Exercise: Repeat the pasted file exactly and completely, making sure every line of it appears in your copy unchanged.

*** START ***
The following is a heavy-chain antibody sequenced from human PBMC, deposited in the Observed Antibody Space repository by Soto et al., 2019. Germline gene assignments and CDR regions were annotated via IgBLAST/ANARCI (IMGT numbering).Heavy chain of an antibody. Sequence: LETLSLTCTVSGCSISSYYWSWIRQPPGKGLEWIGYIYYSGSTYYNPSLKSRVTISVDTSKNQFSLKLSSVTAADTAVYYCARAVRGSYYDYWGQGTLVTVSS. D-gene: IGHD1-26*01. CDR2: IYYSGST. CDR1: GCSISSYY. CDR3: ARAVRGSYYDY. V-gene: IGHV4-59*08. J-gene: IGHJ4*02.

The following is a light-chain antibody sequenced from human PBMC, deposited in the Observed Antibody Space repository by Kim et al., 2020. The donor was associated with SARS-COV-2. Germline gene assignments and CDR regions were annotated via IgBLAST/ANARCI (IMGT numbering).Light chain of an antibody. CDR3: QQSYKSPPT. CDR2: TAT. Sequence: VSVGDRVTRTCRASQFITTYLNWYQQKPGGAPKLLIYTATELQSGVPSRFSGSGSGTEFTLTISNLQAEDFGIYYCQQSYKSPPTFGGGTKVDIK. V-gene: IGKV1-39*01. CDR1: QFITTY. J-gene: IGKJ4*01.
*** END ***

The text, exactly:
The following is a heavy-chain antibody sequenced from human PBMC, deposited in the Observed Antibody Space repository by Soto et al., 2019. Germline gene assignments and CDR regions were annotated via IgBLAST/ANARCI (IMGT numbering).Heavy chain of an antibody. Sequence: LETLSLTCTVSGCSISSYYWSWIRQPPGKGLEWIGYIYYSGSTYYNPSLKSRVTISVDTSKNQFSLKLSSVTAADTAVYYCARAVRGSYYDYWGQGTLVTVSS. D-gene: IGHD1-26*01. CDR2: IYYSGST. CDR1: GCSISSYY. CDR3: ARAVRGSYYDY. V-gene: IGHV4-59*08. J-gene: IGHJ4*02.

The following is a light-chain antibody sequenced from human PBMC, deposited in the Observed Antibody Space repository by Kim et al., 2020. The donor was associated with SARS-COV-2. Germline gene assignments and CDR regions were annotated via IgBLAST/ANARCI (IMGT numbering).Light chain of an antibody. CDR3: QQSYKSPPT. CDR2: TAT. Sequence: VSVGDRVTRTCRASQFITTYLNWYQQKPGGAPKLLIYTATELQSGVPSRFSGSGSGTEFTLTISNLQAEDFGIYYCQQSYKSPPTFGGGTKVDIK. V-gene: IGKV1-39*01. CDR1: QFITTY. J-gene: IGKJ4*01.